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Fixed Income Outlook No.2 - The Basics

Leaving aside for the moment the political sideshow of Europe, Fixed Income markets are undergoing a change in sentiment again.
Falls in commodity markets are now feeding through into inflation expectations in the US. The recent declines in Oil and Metals in particular are signs of a slowing global economy and an exit from investors expectations of higher global growth. US 5yr Inflation expectations have further to fall as well as commodities.

That has fed through as I have shown before into the official Fed surveys in Philadelphia, Richmond and NY State. Note that the Richmond Fed survey is an estimate of the actual rate of inflation, and has prices received at an annualised rate of 0.5%. This decline in inflation expectations has to be worrying the Fed again.

And whilst on its own the decline in inflation expectations does not justify the current yield of 10yr US Treasury, the decline in inflation expectations will cap any rise and with further bouts of risk aversion likely coupled with Operation Twist continuing, it points to lower US Treasury 10yr yields in the short-term at least. In fact given the decline in Inflation expectations 10yr yields should really be re-testing the 1.45% yield lows now.

And it is impacting the bond markets of "Commodity Growth" economies more. The falls in commodity prices will slow the growth in Australia and Canada. As such over the past few months we have seen a reversal in the rise in bond yields of the beginning of the year and now see significant declines and outperformance versus the US Treasury market. 10yr Australian yields were well over 200bp higher than US 10yr Yields in February as the Global Growth optimism was at its highest. Now the yield differential is 140bp, and moving lower. Again it is a sign that Global growth expectations are falling.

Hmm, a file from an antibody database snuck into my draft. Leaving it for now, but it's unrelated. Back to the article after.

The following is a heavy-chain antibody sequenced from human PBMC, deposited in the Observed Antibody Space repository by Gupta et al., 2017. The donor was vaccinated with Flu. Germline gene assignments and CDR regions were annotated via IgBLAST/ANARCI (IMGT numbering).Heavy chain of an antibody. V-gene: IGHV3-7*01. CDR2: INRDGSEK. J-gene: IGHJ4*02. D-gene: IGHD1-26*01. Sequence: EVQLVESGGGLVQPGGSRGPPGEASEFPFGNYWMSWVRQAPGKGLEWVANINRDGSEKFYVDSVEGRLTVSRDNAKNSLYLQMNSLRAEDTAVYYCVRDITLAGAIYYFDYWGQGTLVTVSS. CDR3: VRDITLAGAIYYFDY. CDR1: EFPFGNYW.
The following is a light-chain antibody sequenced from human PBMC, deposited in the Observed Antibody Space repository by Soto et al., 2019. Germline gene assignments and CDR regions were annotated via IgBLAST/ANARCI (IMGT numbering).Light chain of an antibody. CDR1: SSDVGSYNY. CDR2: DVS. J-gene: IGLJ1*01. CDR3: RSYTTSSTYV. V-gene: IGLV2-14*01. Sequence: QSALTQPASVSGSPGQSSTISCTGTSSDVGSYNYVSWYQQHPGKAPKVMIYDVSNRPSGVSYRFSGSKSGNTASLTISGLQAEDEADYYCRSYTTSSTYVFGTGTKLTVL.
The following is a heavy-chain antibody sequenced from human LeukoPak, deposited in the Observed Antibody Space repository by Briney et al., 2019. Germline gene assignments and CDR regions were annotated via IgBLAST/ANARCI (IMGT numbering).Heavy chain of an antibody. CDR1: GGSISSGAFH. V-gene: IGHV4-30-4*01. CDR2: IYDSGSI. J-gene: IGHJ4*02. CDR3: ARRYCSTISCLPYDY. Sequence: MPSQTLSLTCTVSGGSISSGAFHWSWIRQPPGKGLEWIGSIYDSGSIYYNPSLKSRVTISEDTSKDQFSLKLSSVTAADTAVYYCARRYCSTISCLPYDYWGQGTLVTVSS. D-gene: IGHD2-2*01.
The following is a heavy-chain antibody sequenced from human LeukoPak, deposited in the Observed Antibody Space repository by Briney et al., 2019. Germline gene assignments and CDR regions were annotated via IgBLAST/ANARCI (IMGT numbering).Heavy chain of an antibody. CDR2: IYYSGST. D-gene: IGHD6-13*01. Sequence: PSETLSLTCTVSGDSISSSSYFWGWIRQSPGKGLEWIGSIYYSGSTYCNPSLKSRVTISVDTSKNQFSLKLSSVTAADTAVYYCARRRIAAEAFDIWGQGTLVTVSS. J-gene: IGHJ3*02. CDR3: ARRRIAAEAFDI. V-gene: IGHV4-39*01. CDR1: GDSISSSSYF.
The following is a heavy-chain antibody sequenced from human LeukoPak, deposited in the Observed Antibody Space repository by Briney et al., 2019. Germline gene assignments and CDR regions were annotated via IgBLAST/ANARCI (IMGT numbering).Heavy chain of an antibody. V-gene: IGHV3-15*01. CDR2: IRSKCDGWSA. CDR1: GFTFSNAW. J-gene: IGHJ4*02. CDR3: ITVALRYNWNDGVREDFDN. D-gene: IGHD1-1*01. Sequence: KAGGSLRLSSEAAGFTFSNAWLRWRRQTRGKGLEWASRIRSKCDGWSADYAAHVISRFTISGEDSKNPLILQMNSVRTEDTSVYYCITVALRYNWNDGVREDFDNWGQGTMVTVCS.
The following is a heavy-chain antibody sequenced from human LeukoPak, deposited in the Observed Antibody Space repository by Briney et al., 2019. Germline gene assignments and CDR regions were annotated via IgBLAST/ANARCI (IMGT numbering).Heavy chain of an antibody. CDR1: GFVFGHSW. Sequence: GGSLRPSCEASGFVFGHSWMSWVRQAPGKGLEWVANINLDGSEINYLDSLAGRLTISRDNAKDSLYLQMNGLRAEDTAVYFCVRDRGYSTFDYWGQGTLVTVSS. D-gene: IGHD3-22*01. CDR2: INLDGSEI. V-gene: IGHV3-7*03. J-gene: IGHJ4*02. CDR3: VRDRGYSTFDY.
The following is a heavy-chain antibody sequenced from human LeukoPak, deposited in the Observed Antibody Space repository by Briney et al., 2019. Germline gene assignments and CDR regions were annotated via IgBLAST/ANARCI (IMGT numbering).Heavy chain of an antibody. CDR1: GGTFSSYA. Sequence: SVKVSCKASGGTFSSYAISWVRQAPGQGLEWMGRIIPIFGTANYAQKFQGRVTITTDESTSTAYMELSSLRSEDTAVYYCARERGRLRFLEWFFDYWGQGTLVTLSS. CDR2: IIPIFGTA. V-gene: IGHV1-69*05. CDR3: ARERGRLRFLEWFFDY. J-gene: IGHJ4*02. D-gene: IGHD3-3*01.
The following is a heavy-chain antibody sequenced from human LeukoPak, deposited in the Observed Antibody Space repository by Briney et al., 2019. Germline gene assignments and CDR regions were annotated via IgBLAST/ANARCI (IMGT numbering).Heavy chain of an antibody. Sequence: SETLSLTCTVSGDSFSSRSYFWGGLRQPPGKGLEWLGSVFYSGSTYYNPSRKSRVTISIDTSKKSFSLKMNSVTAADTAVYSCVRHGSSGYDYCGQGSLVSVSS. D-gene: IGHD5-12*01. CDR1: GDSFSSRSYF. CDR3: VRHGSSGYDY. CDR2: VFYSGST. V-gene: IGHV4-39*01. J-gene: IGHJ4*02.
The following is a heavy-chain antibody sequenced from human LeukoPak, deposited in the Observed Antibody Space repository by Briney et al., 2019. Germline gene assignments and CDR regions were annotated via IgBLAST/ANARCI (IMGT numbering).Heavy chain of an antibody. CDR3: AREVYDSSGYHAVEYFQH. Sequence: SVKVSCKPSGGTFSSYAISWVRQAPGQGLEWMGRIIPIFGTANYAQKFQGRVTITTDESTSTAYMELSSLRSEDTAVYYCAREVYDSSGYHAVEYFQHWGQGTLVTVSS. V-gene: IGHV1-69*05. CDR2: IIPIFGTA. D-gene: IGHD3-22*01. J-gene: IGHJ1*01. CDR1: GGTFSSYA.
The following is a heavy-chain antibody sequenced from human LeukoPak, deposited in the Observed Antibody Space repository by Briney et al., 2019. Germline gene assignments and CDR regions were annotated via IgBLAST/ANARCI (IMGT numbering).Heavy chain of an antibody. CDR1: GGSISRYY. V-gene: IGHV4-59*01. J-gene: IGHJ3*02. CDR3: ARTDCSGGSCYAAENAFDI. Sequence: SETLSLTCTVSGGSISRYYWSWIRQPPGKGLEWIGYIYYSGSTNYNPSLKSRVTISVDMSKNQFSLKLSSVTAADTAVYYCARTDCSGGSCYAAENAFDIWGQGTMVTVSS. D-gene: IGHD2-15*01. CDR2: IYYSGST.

It is why we have had Canadian and Australian 10yr and Canadian 5yr bonds in the portfolios. These look likely to continue to perform well in coming months.

And so to Europe.
There has been significant pressure on German Bund markets over the past month. 30yr German Bund yields have risen from 1.62% at the beginning of the month to 2.34% currently. A rout would be a good description. But the selling, initially started by proposed changes to the Pension and Insurance solvency rules which would reduce these investors needs for Bond investments, was added to by speculative Hedge fund selling on the possibility of common Eurobonds where effectively the Germans would guarantee the debts of the rest of the Euro zone. After last night's Euro zone agreement, the chances of Eurobonds occurring within a short-term timeframe seem non-existent. There is a likelihood that the reasons behind these speculative shorts may now dissipate. That would lead to a short-covering rally that if anything could be sharper than the sell-off we have seen over the past month.
10yr Bunds at one stage this morning yielded 2bp more than 10yr US Treasuries. They have recovered nearly a point to now yield 2bp less. However given the likely slower economic growth in Europe, which is now feeding through to Germany, German yields should be significantly below the US, 25bp has been the recent normal level.

So once the optimism disappears again, as it will, 10yr Bunds at 1.61% and even more so 30yr yields at 2.35% look attractive.
Deflation and severe recession are coming to Europe.

Gold is now looking good again- because it has reacted correctly to the fall in Credit Risk Premium of Euro Financial institutions, and as the credit risk rises so will Gold in Euros again. It should also rise in US$ terms as the financial situation in the US will deteriorate as the economy slows again. But the major move will be in Euro Gold. I would look for €1300/toz very shortly.

As always Good Luck.

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